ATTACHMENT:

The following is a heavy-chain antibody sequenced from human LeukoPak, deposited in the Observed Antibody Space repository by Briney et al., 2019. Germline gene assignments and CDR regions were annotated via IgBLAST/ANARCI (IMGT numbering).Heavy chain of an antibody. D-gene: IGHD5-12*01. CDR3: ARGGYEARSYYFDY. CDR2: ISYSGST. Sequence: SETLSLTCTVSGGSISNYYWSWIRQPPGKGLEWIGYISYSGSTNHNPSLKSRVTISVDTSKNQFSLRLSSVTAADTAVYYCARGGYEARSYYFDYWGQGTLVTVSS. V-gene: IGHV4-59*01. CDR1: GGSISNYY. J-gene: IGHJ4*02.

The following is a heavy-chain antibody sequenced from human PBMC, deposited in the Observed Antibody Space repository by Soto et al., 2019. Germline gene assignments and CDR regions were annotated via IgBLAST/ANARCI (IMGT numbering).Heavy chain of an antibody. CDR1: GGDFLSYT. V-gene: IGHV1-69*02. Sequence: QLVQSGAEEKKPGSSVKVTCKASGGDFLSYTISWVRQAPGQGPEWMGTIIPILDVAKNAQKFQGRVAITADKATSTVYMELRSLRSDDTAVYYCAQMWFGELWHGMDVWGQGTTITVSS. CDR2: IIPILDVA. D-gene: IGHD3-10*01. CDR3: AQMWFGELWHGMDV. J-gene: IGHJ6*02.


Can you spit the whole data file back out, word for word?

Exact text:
The following is a heavy-chain antibody sequenced from human LeukoPak, deposited in the Observed Antibody Space repository by Briney et al., 2019. Germline gene assignments and CDR regions were annotated via IgBLAST/ANARCI (IMGT numbering).Heavy chain of an antibody. D-gene: IGHD5-12*01. CDR3: ARGGYEARSYYFDY. CDR2: ISYSGST. Sequence: SETLSLTCTVSGGSISNYYWSWIRQPPGKGLEWIGYISYSGSTNHNPSLKSRVTISVDTSKNQFSLRLSSVTAADTAVYYCARGGYEARSYYFDYWGQGTLVTVSS. V-gene: IGHV4-59*01. CDR1: GGSISNYY. J-gene: IGHJ4*02.

The following is a heavy-chain antibody sequenced from human PBMC, deposited in the Observed Antibody Space repository by Soto et al., 2019. Germline gene assignments and CDR regions were annotated via IgBLAST/ANARCI (IMGT numbering).Heavy chain of an antibody. CDR1: GGDFLSYT. V-gene: IGHV1-69*02. Sequence: QLVQSGAEEKKPGSSVKVTCKASGGDFLSYTISWVRQAPGQGPEWMGTIIPILDVAKNAQKFQGRVAITADKATSTVYMELRSLRSDDTAVYYCAQMWFGELWHGMDVWGQGTTITVSS. CDR2: IIPILDVA. D-gene: IGHD3-10*01. CDR3: AQMWFGELWHGMDV. J-gene: IGHJ6*02.